A deep scale is one where the interval vector has 6 different digits.

no

Interval Structure

Defines the scale as the sequence of intervals between one tone and the next.

[1, 2, 1, 1, 1, 3, 1, 2]

Interval Vector

Describes the intervallic content of the scale, read from left to right as the number of occurences of each interval size from semitone, up to six semitones.

<5, 4, 6, 5, 5, 3>

Interval Spectrum

The same as the Interval Vector, but expressed in a syntax used by Howard Hanson.

p5m5n6s4d5t3

Distribution Spectra

Describes the specific interval sizes that exist for each generic interval size. Each generic <g> has a spectrum {n,...}. The Spectrum Width is the difference between the highest and lowest values in each spectrum.

<1> = {1,2,3}
<2> = {2,3,4}
<3> = {3,4,5,6}
<4> = {5,6,7}
<5> = {6,7,8,9}
<6> = {8,9,10}
<7> = {9,10,11}

Spectra Variation

Determined by the Distribution Spectra; this is the sum of all spectrum widths divided by the scale cardinality.

2

Maximally Even

A scale is maximally even if the tones are optimally spaced apart from each other.

no

Maximal Area Set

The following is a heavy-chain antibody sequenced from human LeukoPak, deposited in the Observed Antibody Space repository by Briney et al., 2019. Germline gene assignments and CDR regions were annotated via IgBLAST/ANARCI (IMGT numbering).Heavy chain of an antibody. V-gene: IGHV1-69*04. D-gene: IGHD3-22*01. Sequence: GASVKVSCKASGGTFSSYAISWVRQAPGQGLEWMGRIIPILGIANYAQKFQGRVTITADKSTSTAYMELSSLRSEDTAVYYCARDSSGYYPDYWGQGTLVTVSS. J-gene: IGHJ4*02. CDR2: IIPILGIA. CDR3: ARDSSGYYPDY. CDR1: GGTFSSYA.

A scale is a maximal area set if a polygon described by vertices dodecimetrically placed around a circle produces the maximal interior area for scales of the same cardinality. All maximally even sets have maximal area, but not all maximal area sets are maximally even.

no

Interior Area

Area of the polygon described by vertices placed for each tone of the scale dodecimetrically around a unit circle, ie a circle with radius of 1.

2.616

Polygon Perimeter

Perimeter of the polygon described by vertices placed for each tone of the scale dodecimetrically around a unit circle.

6.002

Myhill Property

A scale has Myhill Property if the Interval Spectra has exactly two specific intervals for every generic interval.

no

Balanced

A scale is balanced if the distribution of its tones would satisfy the "centrifuge problem", ie are placed such that it would balance on its centre point.

no

Ridge Tones

Ridge Tones are those that appear in all transpositions of a scale upon the members of that scale. Ridge Tones correspond directly with axes of reflective symmetry.

none

Propriety

Also known as Rothenberg Propriety, named after its inventor. Propriety describes whether every specific interval is uniquely mapped to a generic interval. A scale is either "Proper", "Strictly Proper", or "Improper".

Improper

Heteromorphic Profile

Defined by Norman Carey (2002), the heteromorphic profile is an ordered triple of (c, a, d) where c is the number of contradictions, a is the number of ambiguities, and d is the number of differences. When c is zero, the scale is Proper. When a is also zero, the scale is Strictly Proper.

(12, 59, 138)

Common Triads

These are the common triads (major, minor, augmented and diminished) that you can create from members of this scale.